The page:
North Sea tanker trades have slid nearly 40 points to around W190 because last week's spree of fixing VLCCs transatlantic has left the North Sea virtually empty of oil, Reuters reported. "For the end of the month there's quite a few VLCCs and Suezmaxes (million-barrel tankers) fixed, and each of those takes up three or four cargoes that would normally go to Aframaxes (80,000 tonners)," said an Olso broker. "It's extremely quiet this week," said another Olso broker, pointing to the fact that only four tankers had been reported fixed from the North Sea on Tuesday, and only two on Monday.
One trader with an independent U.S. refiner said that the recent 70-80 point spread between VLCCs and million-barrel tankers had caused charterers to opt for the bigger ships.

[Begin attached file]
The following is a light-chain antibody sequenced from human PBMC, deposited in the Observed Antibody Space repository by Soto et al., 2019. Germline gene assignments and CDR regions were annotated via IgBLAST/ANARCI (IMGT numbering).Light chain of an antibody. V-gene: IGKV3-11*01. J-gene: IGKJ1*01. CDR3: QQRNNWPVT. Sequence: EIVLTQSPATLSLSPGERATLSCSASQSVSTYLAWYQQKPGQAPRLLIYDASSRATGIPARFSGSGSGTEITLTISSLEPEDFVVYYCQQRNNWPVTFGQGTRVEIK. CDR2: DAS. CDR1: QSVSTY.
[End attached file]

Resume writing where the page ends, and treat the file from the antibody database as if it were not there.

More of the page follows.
"Now there's not as many cargoes around, and the laws of supply and demand have kicked in," he said. "But I don't think the North Sea is dry. I don't think it's anywhere near as dry as West Africa got."
On Monday, London's Baltic Exchange downrated
its estimate for North Sea tanker rates by 21 points to W202, but by Tuesday fixture reports showed two fixtures at W195 and another, by Exxon at W185.5.
The Baltic downrated eight of its nine dirty tanker route assessments Monday, indicating widespread softness. - (Reuters)